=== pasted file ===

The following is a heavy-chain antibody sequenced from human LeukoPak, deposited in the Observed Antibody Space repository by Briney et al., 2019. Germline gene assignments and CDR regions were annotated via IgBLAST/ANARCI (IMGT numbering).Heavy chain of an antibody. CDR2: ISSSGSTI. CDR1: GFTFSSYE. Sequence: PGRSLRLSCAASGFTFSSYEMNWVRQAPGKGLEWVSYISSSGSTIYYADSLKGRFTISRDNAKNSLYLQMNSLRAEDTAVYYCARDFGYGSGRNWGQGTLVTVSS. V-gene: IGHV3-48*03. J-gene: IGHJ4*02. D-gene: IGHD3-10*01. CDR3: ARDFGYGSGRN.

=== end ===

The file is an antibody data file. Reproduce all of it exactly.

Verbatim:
The following is a heavy-chain antibody sequenced from human LeukoPak, deposited in the Observed Antibody Space repository by Briney et al., 2019. Germline gene assignments and CDR regions were annotated via IgBLAST/ANARCI (IMGT numbering).Heavy chain of an antibody. CDR2: ISSSGSTI. CDR1: GFTFSSYE. Sequence: PGRSLRLSCAASGFTFSSYEMNWVRQAPGKGLEWVSYISSSGSTIYYADSLKGRFTISRDNAKNSLYLQMNSLRAEDTAVYYCARDFGYGSGRNWGQGTLVTVSS. V-gene: IGHV3-48*03. J-gene: IGHJ4*02. D-gene: IGHD3-10*01. CDR3: ARDFGYGSGRN.